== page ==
University of Arkansas Medical Sciences sonography student Debra Howell is a nontraditional 35-year-old whose father came from Belize. She has one more year to finish her bachelor’s degree. In addition to a 40-hour a week residency, Howell must find time to study — and care for her kids. She works 12-hour shifts on Saturdays and Sundays as an X-ray technician.
“I worry all the time about having to stop. My family is very supportive of what I do, but unfortunately they’re not in any better situation to help me keep up and sometimes I have to choose between paying rent and buying groceries,” she said.
In the 2017 legislative session lawmakers will consider a new higher education funding formula developed by Governor Asa Hutchinson and higher education officials that would calculate 100 percent of higher education funding on student outcomes like graduation and course completion, rather than the current 10 percent performance, 90 percent enrollment model.
Howell is perhaps the type of student who could benefit from an outcome-based formula, but she said the bigger risk factor for her isn’t failing classes but financial aid. She used up her federal Pell grant money too early because she wasn’t aware of the programs limits.
“I just feel a lot of us aren’t knowledgeable of what’s out there. We don’t know where to look, how to find it, what to do,” she said. “It’s definitely a struggle. I have some friends that actually kind of help push me and say, ‘no you have to keep doing this. You’ve come too far to quit.’”
‘AN ACADEMIC PATHWAY’
The effects of a performance-based formula would affect funding slowly. Schools could gain or lose two percent of their budget every year.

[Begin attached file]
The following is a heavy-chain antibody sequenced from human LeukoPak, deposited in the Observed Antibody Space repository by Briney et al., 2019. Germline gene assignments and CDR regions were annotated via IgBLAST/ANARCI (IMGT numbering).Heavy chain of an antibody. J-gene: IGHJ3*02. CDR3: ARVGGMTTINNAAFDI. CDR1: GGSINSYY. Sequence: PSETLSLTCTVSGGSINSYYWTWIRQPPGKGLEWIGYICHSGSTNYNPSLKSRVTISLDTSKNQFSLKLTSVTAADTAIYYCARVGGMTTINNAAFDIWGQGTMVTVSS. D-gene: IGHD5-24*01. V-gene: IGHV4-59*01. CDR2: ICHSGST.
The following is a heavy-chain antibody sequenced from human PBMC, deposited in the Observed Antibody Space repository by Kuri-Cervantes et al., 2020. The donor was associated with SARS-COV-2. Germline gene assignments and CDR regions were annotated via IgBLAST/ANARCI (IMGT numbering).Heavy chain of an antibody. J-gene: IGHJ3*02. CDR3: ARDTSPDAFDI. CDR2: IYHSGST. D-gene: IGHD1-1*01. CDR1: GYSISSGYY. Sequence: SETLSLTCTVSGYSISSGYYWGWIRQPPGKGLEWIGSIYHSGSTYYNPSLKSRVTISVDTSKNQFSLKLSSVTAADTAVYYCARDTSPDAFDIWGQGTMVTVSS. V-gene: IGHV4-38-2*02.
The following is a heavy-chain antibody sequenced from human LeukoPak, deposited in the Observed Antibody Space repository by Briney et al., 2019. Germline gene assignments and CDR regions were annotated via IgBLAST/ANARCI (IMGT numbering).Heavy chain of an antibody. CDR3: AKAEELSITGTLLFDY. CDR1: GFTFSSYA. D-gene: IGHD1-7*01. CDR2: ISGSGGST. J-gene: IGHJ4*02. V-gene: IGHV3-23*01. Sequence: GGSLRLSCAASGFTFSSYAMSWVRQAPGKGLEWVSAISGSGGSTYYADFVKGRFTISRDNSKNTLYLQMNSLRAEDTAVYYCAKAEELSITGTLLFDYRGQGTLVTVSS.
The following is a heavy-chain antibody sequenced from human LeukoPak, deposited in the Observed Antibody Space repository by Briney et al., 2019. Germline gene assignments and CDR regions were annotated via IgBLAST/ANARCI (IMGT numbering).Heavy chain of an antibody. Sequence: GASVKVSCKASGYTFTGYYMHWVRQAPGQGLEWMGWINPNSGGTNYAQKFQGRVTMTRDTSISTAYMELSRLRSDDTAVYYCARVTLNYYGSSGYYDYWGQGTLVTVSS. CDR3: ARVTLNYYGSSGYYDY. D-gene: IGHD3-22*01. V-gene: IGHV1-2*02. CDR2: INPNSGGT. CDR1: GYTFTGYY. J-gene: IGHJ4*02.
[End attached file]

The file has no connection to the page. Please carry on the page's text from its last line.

“It’s all about what you do with the students once they’re enrolled. So, how well do you move students through the process from enrollment to graduation to employment attainment to credential attainment?” says Department of Higher Education head Maria Markham.
Far from advantaging schools with already high success rates, she says the formula is designed to incentivize teaching disadvantaged student populations. Students with higher risk factors would be weighed 1.29 times students without.
Chancellor Karla Hughes of the University of Arkansas at Monticello says high poverty levels, a rural setting, and remedial academic needs of many of the roughly 3,900 students there are challenges. UAM has a 28 percent six-year graduation rate. The state’s average is 42 percent for four-year public universities.
The key to boosting outcomes will be using data to help students progress, and her school is already doing it.
“You use all the information you have about a student all the way from their SAT and ACT scores to their high school standing, what they did in high school, their outside activities, and you determine an academic pathway with them.”
Hughes says she hopes the new model could help justify future funding increases at the state legislature.
NO MONEY MO’ PROBLEMS
Arkansas hasn’t added university funding in a decade. A non-partisan research institute, the Center on Budget and Policy Priorities, found on average states spend 20 percent less on higher education than they did before the recession.
Yet Graduate School of Education Professor Kevin Dougherty at Columbia University’s Teachers College says there’s no evidence incentive funding works and warned of unintended consequences.
Performance-funded states like Tennessee, Ohio, and Indiana lowered academic standards, grades and degree requirements in the face of those incentives, according to his research.
“It’s not just an issue of will. It also may be an issue of capacity, knowledge, internal organization, and they may need help to get there. So … how is the state going to address those issues of capacity development?”
While the department has support programs for universities, Arkansas’s proposed formula does not include a request to fund more.
Nationwide, according to the National Conference of State Legislators, 32 states had some funding based on performance in 2015. A small handful of those wagered a majority of funding on outcomes.
Here is the state's master plan for higher education in Arkansas.